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Charlotte Amalie
Tuesday, September 29, 2020
Home News Local news Atlantic Basin is Churning with Five Weather Systems

Atlantic Basin is Churning with Five Weather Systems

The Atlantic basin is crowded with activity, as five tropical weather systems in varying stages of development dot the ocean, along with another pair of systems in the Gulf of Mexico.

The storm holding the attention of Virgin Islanders is Tropical Storm Teddy, which is intensifying and is expected to become a hurricane Tuesday.

However, though it will be a major hurricane with sustained winds of 115 miles per hour, on its current track Teddy is expected to pass more than 500 miles northeast of the territory.

According to the 5 p.m. Monday update from the National Hurricane Center, the center of the storm was near 13 degrees North, 44 degrees West, or about 1,170 miles east of the Lesser Antilles, with top winds of 50 miles per hour. Earlier today, the storm assumed a due west track at 14 miles per hour.

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Maximum winds have increased to near 50 miles per hour with high gusts and steady intensification is forecast for the next several days. Tropical-storm-force winds extend outward up to 70 miles from the center. Teddy could be a major hurricane by Thursday.

Teddy will initially be steered to the west and then west-northwest by a deep-layer ridge located over the central Atlantic. As the ridge shifts more to the east, Teddy will assume a northwest track. Overall forecast models have shifted the track to the left since this morning and the hurricane center’s projected track has been adjusted in a likewise manner.

Elsewhere in the Tropics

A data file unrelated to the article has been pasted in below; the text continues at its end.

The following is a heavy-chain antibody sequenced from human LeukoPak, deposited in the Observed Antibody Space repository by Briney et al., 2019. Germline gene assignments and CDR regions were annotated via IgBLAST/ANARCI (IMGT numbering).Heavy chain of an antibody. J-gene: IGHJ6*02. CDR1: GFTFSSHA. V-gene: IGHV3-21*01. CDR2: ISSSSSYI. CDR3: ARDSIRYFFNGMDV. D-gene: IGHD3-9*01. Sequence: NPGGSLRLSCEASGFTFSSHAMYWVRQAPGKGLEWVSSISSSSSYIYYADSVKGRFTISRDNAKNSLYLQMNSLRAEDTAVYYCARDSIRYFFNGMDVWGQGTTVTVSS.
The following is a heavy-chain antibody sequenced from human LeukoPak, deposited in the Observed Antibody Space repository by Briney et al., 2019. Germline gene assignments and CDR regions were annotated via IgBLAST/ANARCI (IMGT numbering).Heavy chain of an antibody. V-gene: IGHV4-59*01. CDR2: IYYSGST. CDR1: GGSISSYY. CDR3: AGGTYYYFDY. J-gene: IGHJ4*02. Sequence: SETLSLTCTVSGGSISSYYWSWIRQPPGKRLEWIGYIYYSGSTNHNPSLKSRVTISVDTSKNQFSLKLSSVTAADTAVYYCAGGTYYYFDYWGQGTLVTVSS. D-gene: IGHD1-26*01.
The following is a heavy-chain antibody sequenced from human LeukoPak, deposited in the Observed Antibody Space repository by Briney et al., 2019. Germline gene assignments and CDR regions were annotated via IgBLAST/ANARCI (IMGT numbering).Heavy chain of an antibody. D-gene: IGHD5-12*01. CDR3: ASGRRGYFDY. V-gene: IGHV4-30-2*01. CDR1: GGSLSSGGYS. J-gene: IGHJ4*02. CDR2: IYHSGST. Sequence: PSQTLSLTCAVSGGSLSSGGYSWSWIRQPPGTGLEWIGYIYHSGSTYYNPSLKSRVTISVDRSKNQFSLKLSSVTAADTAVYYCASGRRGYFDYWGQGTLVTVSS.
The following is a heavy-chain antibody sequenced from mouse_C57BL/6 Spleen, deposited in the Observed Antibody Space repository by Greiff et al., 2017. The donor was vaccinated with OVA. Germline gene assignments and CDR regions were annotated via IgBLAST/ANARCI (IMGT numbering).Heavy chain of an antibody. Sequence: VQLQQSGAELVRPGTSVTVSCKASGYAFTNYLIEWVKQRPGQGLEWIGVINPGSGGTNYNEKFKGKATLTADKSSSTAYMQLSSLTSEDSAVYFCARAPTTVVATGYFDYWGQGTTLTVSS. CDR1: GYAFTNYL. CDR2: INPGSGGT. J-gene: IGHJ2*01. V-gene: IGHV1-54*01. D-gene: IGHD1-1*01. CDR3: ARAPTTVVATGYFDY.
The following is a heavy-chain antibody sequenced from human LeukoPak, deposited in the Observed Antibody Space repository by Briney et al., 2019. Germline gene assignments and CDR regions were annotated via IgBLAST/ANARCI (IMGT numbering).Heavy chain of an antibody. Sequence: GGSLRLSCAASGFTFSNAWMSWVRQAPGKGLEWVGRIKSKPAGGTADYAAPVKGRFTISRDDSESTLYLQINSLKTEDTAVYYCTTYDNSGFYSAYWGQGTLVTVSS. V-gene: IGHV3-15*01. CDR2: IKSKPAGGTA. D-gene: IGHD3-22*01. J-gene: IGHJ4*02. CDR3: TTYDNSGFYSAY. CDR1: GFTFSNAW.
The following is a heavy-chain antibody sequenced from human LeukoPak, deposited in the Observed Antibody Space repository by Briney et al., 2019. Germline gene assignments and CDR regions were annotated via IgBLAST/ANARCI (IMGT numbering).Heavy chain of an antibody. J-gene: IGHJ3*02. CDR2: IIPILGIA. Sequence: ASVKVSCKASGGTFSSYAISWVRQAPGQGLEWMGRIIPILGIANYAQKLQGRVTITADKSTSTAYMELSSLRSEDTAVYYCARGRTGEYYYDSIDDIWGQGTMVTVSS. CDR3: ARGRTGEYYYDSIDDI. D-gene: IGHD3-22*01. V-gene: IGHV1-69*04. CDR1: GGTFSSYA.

An elongated area of low pressure located 330 miles west-northwest of the Cape Verde Islands has evolved into Tropical Depression 21 and is now Tropical Storm Vicky. It is producing an area of showers and thunderstorms while maintaining top winds of 35 miles per hour and tracking to the north at 6 miles per hour. The depression is expected to be short-lived as by Tuesday it is forecast to encounter strong upper-level winds and move over colder waters, conditions that will hinder continued development.

A tropical wave near the west coast of Africa is producing disorganized showers and thunderstorm activity. Environmental conditions appear to be conducive for the slow development of the system this week as the wave moves westward at about 10 miles per hour over the far eastern tropical Atlantic.

Hurricane Renee is expected to dissipate over the central Atlantic by Tuesday. Hurricane Paulette is moving north-northeast away from Bermuda, almost parallel to the U.S. east coast, but though it is expected to gain strength, the forecast suggests it will continue heading northeast, away from land.

To complete the picture, Disturbance 1 is expected to slowly gain strength before it moves ashore to the south-southwest and drops rain over central Mexico.

The only big question among the storms is Hurricane Sally in the gulf. Saturday and Sunday the forecasts were unanimous in thinking it would strike eastern Louisiana, the New Orleans area, as a Category 2 hurricane. But the track began shifting to the east Sunday night and now, though New Orleans could receive a strong storm surge, most of the attention is on Alabama, where the storm is slowly lumbering towards landfall by Wednesday and is expected to be a Category 3 hurricane by the time it reaches land.

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